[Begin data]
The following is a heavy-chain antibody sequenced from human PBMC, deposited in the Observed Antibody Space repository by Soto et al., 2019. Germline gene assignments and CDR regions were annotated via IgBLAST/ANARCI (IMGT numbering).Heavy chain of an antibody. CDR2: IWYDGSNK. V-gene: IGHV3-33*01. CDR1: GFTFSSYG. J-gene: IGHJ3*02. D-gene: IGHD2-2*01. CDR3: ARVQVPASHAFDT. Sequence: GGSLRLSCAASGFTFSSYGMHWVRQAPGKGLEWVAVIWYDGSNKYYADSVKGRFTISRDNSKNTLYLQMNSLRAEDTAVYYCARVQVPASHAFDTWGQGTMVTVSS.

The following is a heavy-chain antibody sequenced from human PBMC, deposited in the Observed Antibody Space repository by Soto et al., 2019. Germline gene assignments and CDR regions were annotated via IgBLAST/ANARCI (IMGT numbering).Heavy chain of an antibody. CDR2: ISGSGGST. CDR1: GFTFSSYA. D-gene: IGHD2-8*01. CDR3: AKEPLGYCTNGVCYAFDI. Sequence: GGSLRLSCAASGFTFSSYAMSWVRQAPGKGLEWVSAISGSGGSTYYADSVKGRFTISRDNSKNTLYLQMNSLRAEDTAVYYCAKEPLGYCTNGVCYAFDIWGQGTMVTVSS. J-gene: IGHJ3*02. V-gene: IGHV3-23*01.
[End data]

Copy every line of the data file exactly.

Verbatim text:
The following is a heavy-chain antibody sequenced from human PBMC, deposited in the Observed Antibody Space repository by Soto et al., 2019. Germline gene assignments and CDR regions were annotated via IgBLAST/ANARCI (IMGT numbering).Heavy chain of an antibody. CDR2: IWYDGSNK. V-gene: IGHV3-33*01. CDR1: GFTFSSYG. J-gene: IGHJ3*02. D-gene: IGHD2-2*01. CDR3: ARVQVPASHAFDT. Sequence: GGSLRLSCAASGFTFSSYGMHWVRQAPGKGLEWVAVIWYDGSNKYYADSVKGRFTISRDNSKNTLYLQMNSLRAEDTAVYYCARVQVPASHAFDTWGQGTMVTVSS.

The following is a heavy-chain antibody sequenced from human PBMC, deposited in the Observed Antibody Space repository by Soto et al., 2019. Germline gene assignments and CDR regions were annotated via IgBLAST/ANARCI (IMGT numbering).Heavy chain of an antibody. CDR2: ISGSGGST. CDR1: GFTFSSYA. D-gene: IGHD2-8*01. CDR3: AKEPLGYCTNGVCYAFDI. Sequence: GGSLRLSCAASGFTFSSYAMSWVRQAPGKGLEWVSAISGSGGSTYYADSVKGRFTISRDNSKNTLYLQMNSLRAEDTAVYYCAKEPLGYCTNGVCYAFDIWGQGTMVTVSS. J-gene: IGHJ3*02. V-gene: IGHV3-23*01.